After watching this compilation of TV specials, I finally had to admit something to myself – Derren Brown is a very scary man. While there is little doubt that Paul Daniels did a fair few of his ‘stunts’ about twenty years ago, his methods remain completely unfathomable. Multiple viewings of this DVD don’t reduce the amazement value – I watched The Heist twice, having already seen it three times, and still nearly fell off my chair at the outcome. We may be in artificial situations, but the malleability of the human mind is on show here for all to see…and you still don’t believe that you can be persuaded into buying anything?
Much of Brown’s material has been released previously; this is the ‘missing’ four TV specials. The System sees an ordinary punter convinced that she is using an infallible betting system; The Heist attempts to turn law-abiding citizens into armed robbers; Séance scares the living daylights out of a group of students (and provoked 700 complaints to OFCOM), and Russian Roulette‘s images of a man in a suit with a gun to his head are now infamous in TV circles. There were no extras on my review disc, which is a terrible shame, but presumably in keeping with the idea that a magician ‘never reveals his secrets’.
I use the term ‘magician’ loosely, but accurately. Ultimately, Brown is an illusionist – he may use an encyclopaedic knowledge of psychology and body language to create the illusion, but you’re still not seeing what you appear to be. He is a showman sans égale. Séance is perhaps the most obvious example, using a combination of extreme mass hysteria, suggestion and fairly simple maths-based tricks to create a supremely creepy show which also happens to be complete bollocks. I remember watching it and knowing how everything was done – and yet I could not stop my nerves being totally frazzled. It doesn’t just give Most Haunted a run for its money, it’s more frightening than all 2,810 series put together. And it even declares that it’s fake!
There isn’t a great deal to say about Russian Roulette that hasn’t already been said. While the ending is a tour de force (who can’t resist believing someone could be about to blow his own brains out?), it’s the way the assistant is chosen that proves the most interesting part. The whole process is laid wide open for all to see, and yet you’d never be able to do it yourself, nor could you resist if you took part. While Derren seems genuinely nervous, possibly for the only discernible time in his career, you just know that the likelihood of him being in any danger is slim, if there at all. As an actor he would be too good for RADA – the lengthy periods of silence only become a little suspicious after you’ve sat down and thought about it. As a ‘live’ event, this was brilliant.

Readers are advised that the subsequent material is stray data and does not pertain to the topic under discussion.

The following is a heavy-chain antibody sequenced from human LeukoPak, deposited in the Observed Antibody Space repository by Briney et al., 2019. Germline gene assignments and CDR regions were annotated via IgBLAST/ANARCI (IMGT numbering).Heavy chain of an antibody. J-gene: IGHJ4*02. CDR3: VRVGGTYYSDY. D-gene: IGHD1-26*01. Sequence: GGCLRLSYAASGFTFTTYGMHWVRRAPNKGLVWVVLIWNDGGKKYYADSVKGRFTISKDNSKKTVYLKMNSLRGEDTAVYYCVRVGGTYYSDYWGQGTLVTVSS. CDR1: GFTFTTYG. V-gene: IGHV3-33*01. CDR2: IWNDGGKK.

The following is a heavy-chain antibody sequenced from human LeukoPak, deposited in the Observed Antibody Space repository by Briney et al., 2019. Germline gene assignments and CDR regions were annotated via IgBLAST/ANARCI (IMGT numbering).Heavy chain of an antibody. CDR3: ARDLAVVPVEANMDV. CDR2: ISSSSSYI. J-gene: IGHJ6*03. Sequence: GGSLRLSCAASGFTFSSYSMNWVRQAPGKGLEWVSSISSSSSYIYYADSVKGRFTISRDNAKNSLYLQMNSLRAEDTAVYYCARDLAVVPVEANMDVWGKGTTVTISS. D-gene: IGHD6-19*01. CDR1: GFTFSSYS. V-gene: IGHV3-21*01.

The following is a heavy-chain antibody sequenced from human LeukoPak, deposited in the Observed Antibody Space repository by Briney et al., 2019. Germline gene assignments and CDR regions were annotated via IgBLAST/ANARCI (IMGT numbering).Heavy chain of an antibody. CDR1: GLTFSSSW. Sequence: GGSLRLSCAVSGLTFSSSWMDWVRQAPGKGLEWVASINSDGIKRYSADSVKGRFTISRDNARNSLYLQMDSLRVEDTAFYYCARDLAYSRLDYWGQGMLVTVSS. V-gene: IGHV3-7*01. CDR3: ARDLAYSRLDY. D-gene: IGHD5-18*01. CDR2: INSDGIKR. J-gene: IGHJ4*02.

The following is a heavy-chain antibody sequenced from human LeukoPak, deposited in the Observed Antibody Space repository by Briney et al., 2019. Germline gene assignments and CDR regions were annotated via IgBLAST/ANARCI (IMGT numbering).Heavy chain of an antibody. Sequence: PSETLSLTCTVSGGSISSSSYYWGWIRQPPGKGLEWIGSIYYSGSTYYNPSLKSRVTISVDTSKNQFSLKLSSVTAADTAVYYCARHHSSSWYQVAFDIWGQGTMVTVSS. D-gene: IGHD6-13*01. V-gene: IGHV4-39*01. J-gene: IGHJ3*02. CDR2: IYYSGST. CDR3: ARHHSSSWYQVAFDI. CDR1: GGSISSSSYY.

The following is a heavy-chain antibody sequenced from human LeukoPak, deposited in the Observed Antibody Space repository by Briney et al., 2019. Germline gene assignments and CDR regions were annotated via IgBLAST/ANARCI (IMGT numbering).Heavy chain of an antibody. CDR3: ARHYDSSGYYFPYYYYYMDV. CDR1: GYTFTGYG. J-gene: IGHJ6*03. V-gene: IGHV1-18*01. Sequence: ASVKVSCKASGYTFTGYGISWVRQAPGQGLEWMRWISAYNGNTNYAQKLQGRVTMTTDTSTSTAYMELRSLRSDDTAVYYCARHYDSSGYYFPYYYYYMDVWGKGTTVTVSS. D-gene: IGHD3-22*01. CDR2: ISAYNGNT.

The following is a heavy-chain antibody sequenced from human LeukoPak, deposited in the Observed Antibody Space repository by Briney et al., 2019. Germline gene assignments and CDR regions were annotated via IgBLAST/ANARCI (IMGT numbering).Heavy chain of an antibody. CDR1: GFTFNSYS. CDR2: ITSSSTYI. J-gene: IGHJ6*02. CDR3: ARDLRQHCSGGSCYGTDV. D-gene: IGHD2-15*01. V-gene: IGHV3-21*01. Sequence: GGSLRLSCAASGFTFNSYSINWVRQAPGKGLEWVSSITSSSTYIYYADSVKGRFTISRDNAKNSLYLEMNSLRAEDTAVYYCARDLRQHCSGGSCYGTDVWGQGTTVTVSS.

The System is the lesser-known of the quartet, and shows a single mother being introduced to an apparently fool-proof way of winning money at the races. This is probably the least theatrically exciting of the shows, and yet gives the best insight into Brown’s ways of working – a bit of probability, a bit of logic and a bit of persuasion combine to prove that you could be fooled into believing just about anything with a push in the right direction. Anybody who plays poker may not subscribe to it, but will still be fascinated by how others do; and if you can work out the sequence with the bookmakers, you’re better than I am.
The standout piece from this collection is The Heist. A group of accountants and middle-managers (and, it transpires, liars) are gathered together under the premise of a motivational training course. In fact, they are being primed to commit a serious crime. I can’t say what happens without a major spoiler, but it’s quite a show – the recreation of the Milgram experiment actually made me feel sick. Actually, it still makes me feel sick now. There are some seriously warped human beings out there – there’s one guy whose behaviour is so outrageous that he may never have been able to face his family again.
Being able to view all of these without the interruption of adverts is a big plus, and aids the much-needed suspense. It’s an impressive collection of mind-bending entertainment, arguably containing the modern-day Ghostwatch, and its replay value is surprisingly high. The place it falls down is the price – anyone paying the full thirty pounds for this is going to feel done, especially in the absence of any additional content whatsoever. For this alone I cannot give it five stars overall – chucking a cheap book in and making it a box-set might have worked. Nevertheless, for its sheer audacity it’s deserving of hunting out a slightly cheaper copy and letting the fun begin.